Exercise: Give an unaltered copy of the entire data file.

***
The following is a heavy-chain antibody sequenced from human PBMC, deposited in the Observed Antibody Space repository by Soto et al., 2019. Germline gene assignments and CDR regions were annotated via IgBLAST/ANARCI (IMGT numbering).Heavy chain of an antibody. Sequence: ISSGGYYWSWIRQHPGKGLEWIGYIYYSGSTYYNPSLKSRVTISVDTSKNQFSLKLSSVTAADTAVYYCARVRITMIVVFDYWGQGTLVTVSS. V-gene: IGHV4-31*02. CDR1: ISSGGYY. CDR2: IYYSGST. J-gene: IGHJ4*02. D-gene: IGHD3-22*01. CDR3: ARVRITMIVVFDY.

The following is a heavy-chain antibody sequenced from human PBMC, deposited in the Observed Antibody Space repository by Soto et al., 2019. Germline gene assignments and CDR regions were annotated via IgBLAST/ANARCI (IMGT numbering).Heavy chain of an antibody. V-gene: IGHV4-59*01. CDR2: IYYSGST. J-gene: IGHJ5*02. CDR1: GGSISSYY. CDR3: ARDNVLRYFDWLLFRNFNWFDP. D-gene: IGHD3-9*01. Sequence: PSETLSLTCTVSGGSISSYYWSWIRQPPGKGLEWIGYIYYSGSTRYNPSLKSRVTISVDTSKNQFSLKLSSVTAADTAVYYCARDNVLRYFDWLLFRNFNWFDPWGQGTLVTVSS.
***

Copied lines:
The following is a heavy-chain antibody sequenced from human PBMC, deposited in the Observed Antibody Space repository by Soto et al., 2019. Germline gene assignments and CDR regions were annotated via IgBLAST/ANARCI (IMGT numbering).Heavy chain of an antibody. Sequence: ISSGGYYWSWIRQHPGKGLEWIGYIYYSGSTYYNPSLKSRVTISVDTSKNQFSLKLSSVTAADTAVYYCARVRITMIVVFDYWGQGTLVTVSS. V-gene: IGHV4-31*02. CDR1: ISSGGYY. CDR2: IYYSGST. J-gene: IGHJ4*02. D-gene: IGHD3-22*01. CDR3: ARVRITMIVVFDY.

The following is a heavy-chain antibody sequenced from human PBMC, deposited in the Observed Antibody Space repository by Soto et al., 2019. Germline gene assignments and CDR regions were annotated via IgBLAST/ANARCI (IMGT numbering).Heavy chain of an antibody. V-gene: IGHV4-59*01. CDR2: IYYSGST. J-gene: IGHJ5*02. CDR1: GGSISSYY. CDR3: ARDNVLRYFDWLLFRNFNWFDP. D-gene: IGHD3-9*01. Sequence: PSETLSLTCTVSGGSISSYYWSWIRQPPGKGLEWIGYIYYSGSTRYNPSLKSRVTISVDTSKNQFSLKLSSVTAADTAVYYCARDNVLRYFDWLLFRNFNWFDPWGQGTLVTVSS.